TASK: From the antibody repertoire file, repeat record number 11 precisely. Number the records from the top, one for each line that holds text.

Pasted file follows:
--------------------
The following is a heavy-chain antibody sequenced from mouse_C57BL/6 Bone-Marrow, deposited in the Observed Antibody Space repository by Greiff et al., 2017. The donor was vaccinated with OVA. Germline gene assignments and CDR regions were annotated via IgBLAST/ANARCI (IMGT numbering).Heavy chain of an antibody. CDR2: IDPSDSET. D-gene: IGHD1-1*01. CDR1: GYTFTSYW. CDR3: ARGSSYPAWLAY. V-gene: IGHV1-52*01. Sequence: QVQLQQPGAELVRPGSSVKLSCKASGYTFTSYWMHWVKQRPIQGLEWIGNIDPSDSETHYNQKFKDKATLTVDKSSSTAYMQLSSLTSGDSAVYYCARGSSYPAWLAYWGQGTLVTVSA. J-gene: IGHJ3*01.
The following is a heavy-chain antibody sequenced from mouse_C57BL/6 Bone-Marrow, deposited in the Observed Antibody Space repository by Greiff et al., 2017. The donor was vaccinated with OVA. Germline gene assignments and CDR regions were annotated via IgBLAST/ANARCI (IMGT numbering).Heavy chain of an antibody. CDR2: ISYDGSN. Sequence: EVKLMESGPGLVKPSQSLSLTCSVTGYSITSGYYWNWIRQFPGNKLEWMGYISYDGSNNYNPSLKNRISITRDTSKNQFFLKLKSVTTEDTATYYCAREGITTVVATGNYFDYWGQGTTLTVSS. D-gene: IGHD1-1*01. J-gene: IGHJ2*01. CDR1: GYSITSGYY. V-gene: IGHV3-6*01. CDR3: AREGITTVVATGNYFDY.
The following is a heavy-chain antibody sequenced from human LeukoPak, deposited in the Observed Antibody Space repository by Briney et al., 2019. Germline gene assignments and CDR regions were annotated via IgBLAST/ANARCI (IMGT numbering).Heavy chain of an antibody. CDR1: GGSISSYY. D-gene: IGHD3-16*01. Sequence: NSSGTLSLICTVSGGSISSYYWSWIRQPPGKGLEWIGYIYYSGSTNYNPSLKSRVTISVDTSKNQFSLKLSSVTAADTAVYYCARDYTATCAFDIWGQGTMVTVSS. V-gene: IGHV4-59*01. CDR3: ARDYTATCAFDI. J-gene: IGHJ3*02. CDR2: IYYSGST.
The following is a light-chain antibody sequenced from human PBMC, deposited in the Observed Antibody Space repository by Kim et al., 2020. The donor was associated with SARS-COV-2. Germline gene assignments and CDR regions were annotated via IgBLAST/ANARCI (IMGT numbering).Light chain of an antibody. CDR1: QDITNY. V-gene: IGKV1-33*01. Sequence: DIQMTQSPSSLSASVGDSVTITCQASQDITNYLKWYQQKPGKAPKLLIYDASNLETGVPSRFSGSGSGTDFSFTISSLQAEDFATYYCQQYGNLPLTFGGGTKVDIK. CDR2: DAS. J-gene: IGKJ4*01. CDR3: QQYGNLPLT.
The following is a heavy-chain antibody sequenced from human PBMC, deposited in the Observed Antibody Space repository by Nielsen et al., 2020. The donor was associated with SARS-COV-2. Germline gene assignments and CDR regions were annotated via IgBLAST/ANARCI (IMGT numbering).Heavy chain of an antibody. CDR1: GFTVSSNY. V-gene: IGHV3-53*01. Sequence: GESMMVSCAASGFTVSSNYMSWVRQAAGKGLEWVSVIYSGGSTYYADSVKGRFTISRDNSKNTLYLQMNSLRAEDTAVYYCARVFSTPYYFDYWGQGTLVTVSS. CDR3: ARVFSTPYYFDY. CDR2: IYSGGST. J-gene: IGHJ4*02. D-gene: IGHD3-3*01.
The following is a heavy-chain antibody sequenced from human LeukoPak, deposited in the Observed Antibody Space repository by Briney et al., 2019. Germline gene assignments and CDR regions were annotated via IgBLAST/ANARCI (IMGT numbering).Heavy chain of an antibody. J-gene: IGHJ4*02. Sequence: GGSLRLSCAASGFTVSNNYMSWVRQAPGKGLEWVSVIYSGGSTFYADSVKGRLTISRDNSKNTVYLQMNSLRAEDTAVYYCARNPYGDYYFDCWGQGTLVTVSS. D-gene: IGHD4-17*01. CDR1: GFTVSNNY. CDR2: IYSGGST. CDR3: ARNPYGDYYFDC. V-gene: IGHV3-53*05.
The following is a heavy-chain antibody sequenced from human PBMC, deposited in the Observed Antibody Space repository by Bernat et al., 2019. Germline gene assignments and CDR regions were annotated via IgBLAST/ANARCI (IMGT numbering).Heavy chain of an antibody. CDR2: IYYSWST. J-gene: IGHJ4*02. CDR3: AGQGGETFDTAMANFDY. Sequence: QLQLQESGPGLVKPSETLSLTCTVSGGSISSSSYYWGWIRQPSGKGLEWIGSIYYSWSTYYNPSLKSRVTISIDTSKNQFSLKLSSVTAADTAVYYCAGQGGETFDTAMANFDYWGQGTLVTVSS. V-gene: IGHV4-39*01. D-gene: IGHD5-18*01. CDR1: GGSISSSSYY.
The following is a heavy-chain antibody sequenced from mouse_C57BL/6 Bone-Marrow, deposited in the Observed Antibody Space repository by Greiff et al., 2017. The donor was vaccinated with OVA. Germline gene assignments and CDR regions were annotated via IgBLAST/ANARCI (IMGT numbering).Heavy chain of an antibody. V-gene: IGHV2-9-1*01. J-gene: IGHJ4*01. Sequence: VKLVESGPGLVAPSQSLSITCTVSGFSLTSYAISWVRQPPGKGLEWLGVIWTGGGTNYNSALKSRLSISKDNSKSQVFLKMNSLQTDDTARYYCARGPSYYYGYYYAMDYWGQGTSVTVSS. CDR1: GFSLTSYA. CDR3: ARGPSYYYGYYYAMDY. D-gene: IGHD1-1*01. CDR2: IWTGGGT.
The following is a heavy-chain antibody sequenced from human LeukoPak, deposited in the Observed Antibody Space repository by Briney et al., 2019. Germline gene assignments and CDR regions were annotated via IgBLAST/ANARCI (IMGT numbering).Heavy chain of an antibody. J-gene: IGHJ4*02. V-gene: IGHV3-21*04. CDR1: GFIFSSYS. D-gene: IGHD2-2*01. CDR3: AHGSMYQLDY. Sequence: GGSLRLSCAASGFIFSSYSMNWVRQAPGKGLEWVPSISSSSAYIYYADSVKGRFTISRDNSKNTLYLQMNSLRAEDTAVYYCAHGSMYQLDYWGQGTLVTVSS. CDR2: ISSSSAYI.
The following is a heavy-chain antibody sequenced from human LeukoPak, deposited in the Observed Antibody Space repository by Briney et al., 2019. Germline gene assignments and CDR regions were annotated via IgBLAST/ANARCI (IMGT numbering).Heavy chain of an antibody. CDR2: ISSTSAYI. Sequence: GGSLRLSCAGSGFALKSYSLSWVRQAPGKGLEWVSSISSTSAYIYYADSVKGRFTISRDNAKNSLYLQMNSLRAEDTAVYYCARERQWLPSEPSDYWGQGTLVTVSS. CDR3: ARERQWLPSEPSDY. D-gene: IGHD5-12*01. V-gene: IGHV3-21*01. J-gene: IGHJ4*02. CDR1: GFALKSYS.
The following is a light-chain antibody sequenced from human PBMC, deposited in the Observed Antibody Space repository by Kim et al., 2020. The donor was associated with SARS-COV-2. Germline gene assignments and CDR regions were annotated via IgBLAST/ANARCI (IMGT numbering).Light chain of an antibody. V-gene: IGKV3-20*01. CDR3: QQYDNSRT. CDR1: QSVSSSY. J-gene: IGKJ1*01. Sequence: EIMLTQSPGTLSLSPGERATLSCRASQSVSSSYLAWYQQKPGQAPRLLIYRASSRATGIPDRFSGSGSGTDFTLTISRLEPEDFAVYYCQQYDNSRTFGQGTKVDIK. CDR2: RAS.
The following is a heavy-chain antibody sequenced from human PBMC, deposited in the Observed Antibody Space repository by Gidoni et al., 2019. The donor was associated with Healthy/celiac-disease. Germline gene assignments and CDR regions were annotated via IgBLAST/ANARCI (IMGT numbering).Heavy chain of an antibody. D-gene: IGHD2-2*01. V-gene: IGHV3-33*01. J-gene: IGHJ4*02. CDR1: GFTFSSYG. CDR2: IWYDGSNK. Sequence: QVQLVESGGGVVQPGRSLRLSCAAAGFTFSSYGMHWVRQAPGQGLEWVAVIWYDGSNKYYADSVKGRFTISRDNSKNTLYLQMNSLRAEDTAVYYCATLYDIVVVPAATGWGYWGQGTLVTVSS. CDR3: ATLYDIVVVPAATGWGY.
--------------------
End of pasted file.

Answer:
The following is a light-chain antibody sequenced from human PBMC, deposited in the Observed Antibody Space repository by Kim et al., 2020. The donor was associated with SARS-COV-2. Germline gene assignments and CDR regions were annotated via IgBLAST/ANARCI (IMGT numbering).Light chain of an antibody. V-gene: IGKV3-20*01. CDR3: QQYDNSRT. CDR1: QSVSSSY. J-gene: IGKJ1*01. Sequence: EIMLTQSPGTLSLSPGERATLSCRASQSVSSSYLAWYQQKPGQAPRLLIYRASSRATGIPDRFSGSGSGTDFTLTISRLEPEDFAVYYCQQYDNSRTFGQGTKVDIK. CDR2: RAS.